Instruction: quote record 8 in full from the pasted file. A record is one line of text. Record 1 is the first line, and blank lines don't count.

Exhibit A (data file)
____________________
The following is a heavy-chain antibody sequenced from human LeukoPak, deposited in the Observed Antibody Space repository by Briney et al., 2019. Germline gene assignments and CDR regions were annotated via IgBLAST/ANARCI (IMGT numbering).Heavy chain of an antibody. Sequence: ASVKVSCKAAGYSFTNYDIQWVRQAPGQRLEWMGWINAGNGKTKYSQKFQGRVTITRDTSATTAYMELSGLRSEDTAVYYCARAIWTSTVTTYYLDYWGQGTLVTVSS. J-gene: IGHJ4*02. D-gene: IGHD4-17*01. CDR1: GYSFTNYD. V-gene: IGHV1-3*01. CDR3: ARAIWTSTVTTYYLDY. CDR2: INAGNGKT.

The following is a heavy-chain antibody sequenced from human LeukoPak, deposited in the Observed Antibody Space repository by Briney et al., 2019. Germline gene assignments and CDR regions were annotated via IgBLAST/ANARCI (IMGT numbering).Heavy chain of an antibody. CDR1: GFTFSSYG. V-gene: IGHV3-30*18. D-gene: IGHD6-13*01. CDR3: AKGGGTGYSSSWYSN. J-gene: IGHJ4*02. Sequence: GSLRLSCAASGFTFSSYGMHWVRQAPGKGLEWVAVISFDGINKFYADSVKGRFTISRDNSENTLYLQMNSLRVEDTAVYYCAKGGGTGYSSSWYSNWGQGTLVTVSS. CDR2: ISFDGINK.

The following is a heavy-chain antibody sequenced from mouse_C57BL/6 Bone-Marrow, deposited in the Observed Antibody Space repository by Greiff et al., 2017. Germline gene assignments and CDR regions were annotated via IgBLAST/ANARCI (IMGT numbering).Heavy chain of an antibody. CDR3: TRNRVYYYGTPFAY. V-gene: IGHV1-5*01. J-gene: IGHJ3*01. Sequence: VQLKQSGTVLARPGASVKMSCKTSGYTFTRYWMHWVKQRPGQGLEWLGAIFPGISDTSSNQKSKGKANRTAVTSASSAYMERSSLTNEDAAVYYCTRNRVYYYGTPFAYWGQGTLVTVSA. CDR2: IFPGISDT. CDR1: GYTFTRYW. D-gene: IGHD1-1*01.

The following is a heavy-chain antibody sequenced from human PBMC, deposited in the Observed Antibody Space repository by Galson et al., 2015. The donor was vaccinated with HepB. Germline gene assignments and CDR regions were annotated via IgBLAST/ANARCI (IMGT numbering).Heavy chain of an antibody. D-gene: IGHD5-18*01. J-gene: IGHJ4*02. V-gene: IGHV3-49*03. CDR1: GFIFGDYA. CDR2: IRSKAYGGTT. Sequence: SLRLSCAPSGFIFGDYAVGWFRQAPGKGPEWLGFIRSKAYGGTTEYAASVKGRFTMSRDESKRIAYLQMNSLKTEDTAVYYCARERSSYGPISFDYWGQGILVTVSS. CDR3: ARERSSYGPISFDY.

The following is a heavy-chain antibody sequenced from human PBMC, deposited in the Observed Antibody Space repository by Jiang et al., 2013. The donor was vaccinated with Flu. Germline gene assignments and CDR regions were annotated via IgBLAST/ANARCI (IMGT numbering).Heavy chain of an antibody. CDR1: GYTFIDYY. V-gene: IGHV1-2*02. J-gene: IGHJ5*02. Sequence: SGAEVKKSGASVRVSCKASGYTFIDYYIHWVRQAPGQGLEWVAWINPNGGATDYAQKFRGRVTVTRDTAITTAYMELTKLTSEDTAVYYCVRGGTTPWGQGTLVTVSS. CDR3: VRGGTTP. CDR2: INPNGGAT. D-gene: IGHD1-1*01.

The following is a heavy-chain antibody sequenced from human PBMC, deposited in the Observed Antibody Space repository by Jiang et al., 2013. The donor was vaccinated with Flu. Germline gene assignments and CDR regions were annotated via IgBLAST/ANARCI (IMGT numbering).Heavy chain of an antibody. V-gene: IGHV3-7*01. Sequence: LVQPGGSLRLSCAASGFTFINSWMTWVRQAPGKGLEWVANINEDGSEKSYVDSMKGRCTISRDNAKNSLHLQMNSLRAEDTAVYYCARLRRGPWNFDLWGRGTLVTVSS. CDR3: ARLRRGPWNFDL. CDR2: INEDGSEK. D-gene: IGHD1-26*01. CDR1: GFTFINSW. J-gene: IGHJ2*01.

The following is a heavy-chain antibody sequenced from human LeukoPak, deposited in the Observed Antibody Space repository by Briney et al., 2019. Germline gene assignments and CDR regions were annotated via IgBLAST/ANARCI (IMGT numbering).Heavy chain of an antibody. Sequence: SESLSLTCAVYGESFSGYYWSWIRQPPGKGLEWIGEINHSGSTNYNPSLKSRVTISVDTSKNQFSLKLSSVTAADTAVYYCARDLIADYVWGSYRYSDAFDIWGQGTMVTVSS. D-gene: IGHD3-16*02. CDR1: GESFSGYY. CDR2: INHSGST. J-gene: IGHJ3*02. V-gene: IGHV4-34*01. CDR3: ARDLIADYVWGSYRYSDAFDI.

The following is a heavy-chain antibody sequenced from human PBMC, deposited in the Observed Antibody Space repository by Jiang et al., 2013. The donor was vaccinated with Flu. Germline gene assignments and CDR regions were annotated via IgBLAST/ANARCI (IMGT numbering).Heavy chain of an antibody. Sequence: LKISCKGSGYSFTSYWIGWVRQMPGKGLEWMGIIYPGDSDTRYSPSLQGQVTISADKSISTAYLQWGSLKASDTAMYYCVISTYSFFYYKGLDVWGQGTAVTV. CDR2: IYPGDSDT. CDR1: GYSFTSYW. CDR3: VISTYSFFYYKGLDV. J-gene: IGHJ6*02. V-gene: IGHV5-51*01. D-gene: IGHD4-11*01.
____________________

The following is a heavy-chain antibody sequenced from human PBMC, deposited in the Observed Antibody Space repository by Jiang et al., 2013. The donor was vaccinated with Flu. Germline gene assignments and CDR regions were annotated via IgBLAST/ANARCI (IMGT numbering).Heavy chain of an antibody. Sequence: LKISCKGSGYSFTSYWIGWVRQMPGKGLEWMGIIYPGDSDTRYSPSLQGQVTISADKSISTAYLQWGSLKASDTAMYYCVISTYSFFYYKGLDVWGQGTAVTV. CDR2: IYPGDSDT. CDR1: GYSFTSYW. CDR3: VISTYSFFYYKGLDV. J-gene: IGHJ6*02. V-gene: IGHV5-51*01. D-gene: IGHD4-11*01.